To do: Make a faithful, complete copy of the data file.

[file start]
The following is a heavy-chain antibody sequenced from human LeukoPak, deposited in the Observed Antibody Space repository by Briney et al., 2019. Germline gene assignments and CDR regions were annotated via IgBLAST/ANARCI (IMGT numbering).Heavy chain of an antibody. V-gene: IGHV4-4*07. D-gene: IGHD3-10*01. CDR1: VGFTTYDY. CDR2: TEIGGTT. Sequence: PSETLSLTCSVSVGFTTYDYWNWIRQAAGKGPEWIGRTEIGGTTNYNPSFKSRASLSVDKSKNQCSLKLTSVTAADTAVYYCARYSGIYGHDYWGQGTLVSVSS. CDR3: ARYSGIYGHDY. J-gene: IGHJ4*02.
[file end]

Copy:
The following is a heavy-chain antibody sequenced from human LeukoPak, deposited in the Observed Antibody Space repository by Briney et al., 2019. Germline gene assignments and CDR regions were annotated via IgBLAST/ANARCI (IMGT numbering).Heavy chain of an antibody. V-gene: IGHV4-4*07. D-gene: IGHD3-10*01. CDR1: VGFTTYDY. CDR2: TEIGGTT. Sequence: PSETLSLTCSVSVGFTTYDYWNWIRQAAGKGPEWIGRTEIGGTTNYNPSFKSRASLSVDKSKNQCSLKLTSVTAADTAVYYCARYSGIYGHDYWGQGTLVSVSS. CDR3: ARYSGIYGHDY. J-gene: IGHJ4*02.